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Emergence of chikungunya and Zika in a municipality endemic to dengue, Santa Luzia, MG, Brazil, 2015-2017

Overview of attention for article published in Revista da Sociedade Brasileira de Medicina Tropical, January 2019
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Title
Emergence of chikungunya and Zika in a municipality endemic to dengue, Santa Luzia, MG, Brazil, 2015-2017
Published in
Revista da Sociedade Brasileira de Medicina Tropical, January 2019
DOI 10.1590/0037-8682-0347-2018
Pubmed ID
Authors

Farley Liliana Romero Vega, Juliana Maria Trindade Bezerra, Rodrigo Fabiano de Carmo Said, Aloysio Nogueira da Gama Neto, Emanuela Cardoso Cotrim, Dora Mendez, Frederico Figueiredo Amâncio, Mariângela Carneiro

Abstract

The recent circulation of arboviruses transmitted by vectors, such as dengue, chikungunya, and Zika, is concerning due to the high morbidity rates, clinical complications, and increased demand on health services. The objective of this study was to analyze the clinical and epidemiological aspects of an epidemic caused by arboviruses in the municipality of Santa Luzia, Minas Gerais, Brazil. Longitudinal study of patients with acute febrile disease and suspected arbovirus infection reported to Brazilian Notifiable Disease Information System (Sistema de Informação de Agravos de Notificação) from the epidemiological week 44 of 2015 to epidemiological week 52 of 2016. Patients with confirmed chikungunya were followed-up for 18 months and those with Zika for 15 months. Additionally, we analyzed and described the temporal distribution of confirmed cases of these arboviruses in this municipality. Overall 3,531 arboviruses cases, including 3,481 (98.7%) cases of dengue, 38 (1.0%) cases of chikungunya, and 12 (0.3%) cases of Zika were confirmed. The highest incidence of arbovirus infection occurred in the first quarter of 2016 (epidemiological week 7 to 14). The most frequent symptoms were for dengue, which included fever, headache, retro-orbital pain, and exanthema. Chikungunya infection was associated with fever, myalgia, arthralgia, and rash while Zika infection with pruritus and rash. Given the similarities in the initial clinical profiles of these arboviruses, it is important to perform a detailed clinical analysis, laboratory diagnosis, and patient follow-up.

Twitter Demographics

The data shown below were collected from the profiles of 2 tweeters who shared this research output. Click here to find out more about how the information was compiled.

Mendeley readers

The data shown below were compiled from readership statistics for 69 Mendeley readers of this research output. Click here to see the associated Mendeley record.

Geographical breakdown

Country Count As %
Unknown 69 100%

Demographic breakdown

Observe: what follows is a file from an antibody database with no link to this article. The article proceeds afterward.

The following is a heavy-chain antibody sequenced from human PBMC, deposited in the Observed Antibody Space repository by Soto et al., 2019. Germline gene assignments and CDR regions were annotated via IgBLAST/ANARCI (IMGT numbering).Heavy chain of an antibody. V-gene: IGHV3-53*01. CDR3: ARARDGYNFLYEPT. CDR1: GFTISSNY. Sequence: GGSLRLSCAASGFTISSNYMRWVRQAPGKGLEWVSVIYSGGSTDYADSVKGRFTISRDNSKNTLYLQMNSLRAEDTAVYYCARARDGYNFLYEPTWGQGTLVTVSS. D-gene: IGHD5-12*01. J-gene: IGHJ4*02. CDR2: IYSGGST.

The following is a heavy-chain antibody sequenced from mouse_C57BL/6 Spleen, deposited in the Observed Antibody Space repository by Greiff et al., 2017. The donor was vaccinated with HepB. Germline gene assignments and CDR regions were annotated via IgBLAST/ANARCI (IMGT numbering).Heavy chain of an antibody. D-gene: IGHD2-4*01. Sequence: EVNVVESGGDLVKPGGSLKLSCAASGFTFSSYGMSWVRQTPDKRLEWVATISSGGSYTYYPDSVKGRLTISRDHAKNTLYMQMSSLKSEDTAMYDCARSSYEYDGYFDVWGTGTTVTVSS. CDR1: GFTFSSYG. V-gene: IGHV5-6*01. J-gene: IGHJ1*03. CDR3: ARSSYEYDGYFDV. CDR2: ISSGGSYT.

Readers by professional status Count As %
Student > Bachelor 12 17%
Student > Master 10 14%
Researcher 9 13%
Student > Doctoral Student 8 12%
Student > Postgraduate 8 12%
Other 10 14%
Unknown 12 17%
Readers by discipline Count As %
Medicine and Dentistry 18 26%
Biochemistry, Genetics and Molecular Biology 8 12%
Nursing and Health Professions 7 10%
Agricultural and Biological Sciences 5 7%
Pharmacology, Toxicology and Pharmaceutical Science 4 6%
Other 8 12%
Unknown 19 28%

Attention Score in Context

This research output has an Altmetric Attention Score of 1. This is our high-level measure of the quality and quantity of online attention that it has received. This Attention Score, as well as the ranking and number of research outputs shown below, was calculated when the research output was last mentioned on 18 January 2019.
All research outputs
#11,224,697
of 14,155,626 outputs
Outputs from Revista da Sociedade Brasileira de Medicina Tropical
#129
of 259 outputs
Outputs of similar age
#232,729
of 318,837 outputs
Outputs of similar age from Revista da Sociedade Brasileira de Medicina Tropical
#1
of 1 outputs
Altmetric has tracked 14,155,626 research outputs across all sources so far. This one is in the 11th percentile – i.e., 11% of other outputs scored the same or lower than it.
So far Altmetric has tracked 259 research outputs from this source. They receive a mean Attention Score of 1.3. This one is in the 27th percentile – i.e., 27% of its peers scored the same or lower than it.
Older research outputs will score higher simply because they've had more time to accumulate mentions. To account for age we can compare this Altmetric Attention Score to the 318,837 tracked outputs that were published within six weeks on either side of this one in any source. This one is in the 15th percentile – i.e., 15% of its contemporaries scored the same or lower than it.
We're also able to compare this research output to 1 others from the same source and published within six weeks on either side of this one. This one has scored higher than all of them